MILAN (Reuters) - Telecom Italia (TIM) should seek a way to keep control of its fixed-line network if it is merged with smaller infrastructure provider Open Fiber, the former phone monopoly’s chief executive said on Tuesday.
Italy has been pushing for the creation of a single ultrafast broadband operator through a merger of TIM’s network with Open Fiber to avoid duplicating investments.
The future of TIM’s network has been a bone of contention among the group’s biggest investors.
Activist fund Elliott, which last year wrestled control of TIM’s board from French media giant Vivendi, has called for a spin-off of the company’s fixed-line network while looking to keep between 25% and 75% of the asset.
Vivendi, which controls a 23.9% stake and could block any deal, opposes losing control of the network.
Open Fiber is co-owned by Italy’s biggest utility Enel and state lender CDP, which recently built a stake of almost 10% in TIM to become its second-largest shareholder.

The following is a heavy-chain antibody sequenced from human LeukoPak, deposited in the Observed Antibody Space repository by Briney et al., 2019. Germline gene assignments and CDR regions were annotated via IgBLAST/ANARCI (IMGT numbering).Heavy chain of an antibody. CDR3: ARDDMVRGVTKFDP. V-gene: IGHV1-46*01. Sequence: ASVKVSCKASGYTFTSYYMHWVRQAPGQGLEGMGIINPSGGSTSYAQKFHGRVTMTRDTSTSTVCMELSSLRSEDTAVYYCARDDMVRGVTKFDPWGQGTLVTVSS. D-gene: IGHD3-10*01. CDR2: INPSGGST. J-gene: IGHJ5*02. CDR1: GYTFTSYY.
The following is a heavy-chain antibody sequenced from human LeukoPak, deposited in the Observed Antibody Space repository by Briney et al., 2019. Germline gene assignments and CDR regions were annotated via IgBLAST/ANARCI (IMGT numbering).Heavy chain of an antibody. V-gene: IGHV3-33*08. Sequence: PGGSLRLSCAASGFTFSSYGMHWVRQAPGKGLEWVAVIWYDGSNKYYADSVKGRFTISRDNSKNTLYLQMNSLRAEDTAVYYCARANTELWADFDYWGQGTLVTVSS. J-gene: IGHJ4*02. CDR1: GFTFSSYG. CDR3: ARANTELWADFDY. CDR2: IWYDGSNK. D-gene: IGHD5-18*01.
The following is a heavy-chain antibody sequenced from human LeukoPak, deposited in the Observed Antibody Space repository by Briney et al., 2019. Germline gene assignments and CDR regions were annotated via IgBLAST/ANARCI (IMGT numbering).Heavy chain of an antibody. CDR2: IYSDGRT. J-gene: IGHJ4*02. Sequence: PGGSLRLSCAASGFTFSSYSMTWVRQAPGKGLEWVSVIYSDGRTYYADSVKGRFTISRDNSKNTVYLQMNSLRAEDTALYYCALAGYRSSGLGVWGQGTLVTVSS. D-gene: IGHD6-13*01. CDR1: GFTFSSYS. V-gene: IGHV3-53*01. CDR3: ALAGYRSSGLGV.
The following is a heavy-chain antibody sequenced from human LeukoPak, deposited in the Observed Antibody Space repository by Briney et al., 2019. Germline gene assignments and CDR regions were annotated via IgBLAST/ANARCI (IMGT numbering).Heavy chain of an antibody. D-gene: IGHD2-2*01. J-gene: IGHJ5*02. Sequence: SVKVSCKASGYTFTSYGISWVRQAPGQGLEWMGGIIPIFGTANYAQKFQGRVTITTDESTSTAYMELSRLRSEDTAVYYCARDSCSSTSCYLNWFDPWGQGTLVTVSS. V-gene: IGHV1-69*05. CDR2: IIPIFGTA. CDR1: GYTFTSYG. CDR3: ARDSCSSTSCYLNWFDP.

TIM, Italy’s biggest phone group, is exploring the options as part of a three-year strategic plan unveiled by CEO Luigi Gubitosi earlier this year.
Maintaining some sort of control would be the “best solution”, Gubitosi said in a conference call with analysts on Tuesday.
“There are different ways of keeping control,” he said without elaborating but added that issues including valuations still needed to be discussed with shareholders and the board.
A merger of Telecom Italia’s copper and fiber network with wholesale-only broadband group Open Fiber could raise antitrust concerns, but Gubitosi said regulatory hurdles could be fixed.
“We don’t think there’s anything that could not be solved”, he told analysts.
A complete assessment of folding Open Fiber into Telecom Italia would be wrapped up next month and would be examined by two company board meetings scheduled on June 27 and August 1, the CEO said.
Shares in Telecom Italia rose more than 4% on Tuesday as the company reported adjusted net debt of 25.1 billion euros ($28 billion) at the end of March, down 1.8% year on year.
Core earnings fell 2.1% to 1.83 billion euros after a 9.9% drop in the previous quarter. That compared with a consensus forecast of 1.794 billion euros.
“Results are broadly in line to slightly ahead; net debt progress is encouraging,” Berenberg said in a note.
Reporting by Elvira Pollina and Stephen Jewkes; Editing by David Goodman